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Table 2. Assessment of intake of local grown produce without radioactive inspection.

https://doi.org/10.1371/journal.pone.0100302.t002

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Table 3. Detailed information on local food produce comsumed without radioactive inspection.

https://doi.org/10.1371/journal.pone.0100302.t003

Results of the food measurement

The results of measurements of the regularly consumed foods are shown in Table 4. Cs was highly concentrated in dry mushrooms and wild brawn meat.

Results of the follow-up examinations

We advised all subjects to refrain from eating locally produced food without radiation inspection, and to consume food mainly from supermarkets or other food markets. During their second interviews, approximately three months after their initial radiation screening, seven of the eight residents mentioned that they were primarily purchasing and consuming rice, vegetables, mushrooms, and fruits from supermarkets, and consumed locally grown produce only after radiation inspection. However, one participant (number 4) described that while he quit eating wild mushrooms, game, and trout with high-levels of radio-contamination, he was still consuming vegetables from his garden. Re-examination of Cs levels showed remarkable reduction (almost half) in all of the nine residents (Table 1).

As for the heterogeneity in the subjects' radiation reduction rates of Cs-137, a regression analysis showed no dependence of the reduction rate on variables including age, sex and logarithm of days between the 1st and 2nd measurement dates (data were not shown). As no significant result was seen by the White and Breusch-Pagan tests (p = 0.3 and p = 0.8, respectively), we assume that the heteroskedasticity of the residuals does not affect our interpretation of the findings. This means that a homogeneous intervention effect might be robust across the study participants.

Discussion

The maintenance of low levels of chronic internal radiation contamination among residents in radiation-contaminated areas after a nuclear disaster is a great public health concern, since a substantial fraction of cumulative radiation exposure is accounted for by chronic internal radiation exposure due to intake of locally grown produce with sustained radio-contamination.

Of note, only nine residents (0.03%) showed internal contamination of Cs-137 above 50 Bq/kg in this study. This suggests that levels of internal radiation contamination are minimal amongst most residents of the affected areas in Fukushima, and that preventive food control measures are sufficient to avoid further internal radiation contamination in Fukushima [20]. The majority of inhabitants in the area appear to be consuming agricultural products classified as safe under the food monitoring system, and/or accessing foods from non-contaminated areas through modern food distribution systems.

However, as mentioned, the present study showed that internal contamination was far higher in a small proportion of the residents. Nine residents exceeded internal contamination of Cs-137 above 50 Bq/kg. Clinicians need to be aware that even under seemingly successful food regulation regimes, some people will unknowingly consume highly contaminated foodstuffs and incur high levels of internal contamination. It is important to understand the high-risk internal contamination behaviors arising through daily lifestyle choices in radiation-contaminated areas. Although current preventive food control measures are sufficient, they should be maintained in the future.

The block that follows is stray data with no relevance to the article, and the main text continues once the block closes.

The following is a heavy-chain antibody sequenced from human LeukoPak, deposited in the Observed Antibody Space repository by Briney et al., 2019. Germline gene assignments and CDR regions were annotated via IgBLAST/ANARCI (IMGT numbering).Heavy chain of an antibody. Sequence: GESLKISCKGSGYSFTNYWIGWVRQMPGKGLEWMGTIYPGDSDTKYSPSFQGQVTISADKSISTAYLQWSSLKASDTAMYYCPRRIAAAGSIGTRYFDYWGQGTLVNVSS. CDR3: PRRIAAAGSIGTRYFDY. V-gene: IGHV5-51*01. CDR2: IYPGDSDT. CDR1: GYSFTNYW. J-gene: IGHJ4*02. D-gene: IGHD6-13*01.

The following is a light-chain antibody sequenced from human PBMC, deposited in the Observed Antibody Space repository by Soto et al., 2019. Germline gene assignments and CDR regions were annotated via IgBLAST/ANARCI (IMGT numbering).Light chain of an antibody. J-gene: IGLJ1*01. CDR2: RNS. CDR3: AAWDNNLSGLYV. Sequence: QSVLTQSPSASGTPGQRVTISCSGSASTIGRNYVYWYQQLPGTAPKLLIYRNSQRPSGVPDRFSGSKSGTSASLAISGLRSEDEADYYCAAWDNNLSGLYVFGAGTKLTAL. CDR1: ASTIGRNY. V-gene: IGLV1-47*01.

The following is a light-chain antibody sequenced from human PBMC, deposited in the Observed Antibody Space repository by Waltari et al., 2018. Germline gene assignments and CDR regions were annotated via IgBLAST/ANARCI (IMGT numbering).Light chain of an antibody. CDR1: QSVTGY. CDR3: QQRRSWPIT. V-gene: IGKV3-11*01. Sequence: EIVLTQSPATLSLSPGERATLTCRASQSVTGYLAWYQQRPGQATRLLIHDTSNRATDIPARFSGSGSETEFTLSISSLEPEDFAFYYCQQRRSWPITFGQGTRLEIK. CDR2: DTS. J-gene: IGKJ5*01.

Although it remains unknown whether the high levels of internal contamination in these residents were from chronic ingestion of contaminated food or from acute intake of radioactive materials immediately after the disaster, this study revealed that there may be similarities in dietary preferences amongst residents who have relatively high internal contamination levels, with these residents commonly consuming untested foodstuffs that have a high risk of radio-contamination, such as shiitake mushrooms, agricultural products, and wild animals and fish. This has been previously reported in studies after the Chernobyl accident [21]. However, it should be noted that the contamination levels vary among foodstuffs, and intake of local products in highly contaminated sites does not necessarily result in high levels of internal contamination [22]. Locally grown vegetables were consumed by all participants; however, agricultural products such as potatoes, leafy vegetables, and root vegetables, generally absorb low levels of radiation-contamination as a result of their low efficiency in transferring radioactive materials from the soil to the plant [23]. One of the most important mechanisms to reduce the risk of chronic internal radiation contamination is not to avoid intake of local products, but rather to recognize potentially highly contaminated foodstuffs, and to measure their Cs levels. Most commercial foodstuffs can be measured and restricted before entering the market, but it is quite difficult to regulate wild plant and animal products with high levels of contamination. Therefore, education activities aimed towards individuals who consume such untested foodstuffs, as exemplified by this study, are necessary.